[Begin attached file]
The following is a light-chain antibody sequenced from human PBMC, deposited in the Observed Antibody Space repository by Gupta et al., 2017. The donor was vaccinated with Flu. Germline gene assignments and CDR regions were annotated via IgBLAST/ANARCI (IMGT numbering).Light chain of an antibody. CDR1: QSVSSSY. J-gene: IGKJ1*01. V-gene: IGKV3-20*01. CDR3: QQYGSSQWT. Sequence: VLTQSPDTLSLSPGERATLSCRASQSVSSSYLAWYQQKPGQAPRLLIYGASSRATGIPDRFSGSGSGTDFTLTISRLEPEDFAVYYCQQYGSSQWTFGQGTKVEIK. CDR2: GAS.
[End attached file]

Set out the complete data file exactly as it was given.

The following is a light-chain antibody sequenced from human PBMC, deposited in the Observed Antibody Space repository by Gupta et al., 2017. The donor was vaccinated with Flu. Germline gene assignments and CDR regions were annotated via IgBLAST/ANARCI (IMGT numbering).Light chain of an antibody. CDR1: QSVSSSY. J-gene: IGKJ1*01. V-gene: IGKV3-20*01. CDR3: QQYGSSQWT. Sequence: VLTQSPDTLSLSPGERATLSCRASQSVSSSYLAWYQQKPGQAPRLLIYGASSRATGIPDRFSGSGSGTDFTLTISRLEPEDFAVYYCQQYGSSQWTFGQGTKVEIK. CDR2: GAS.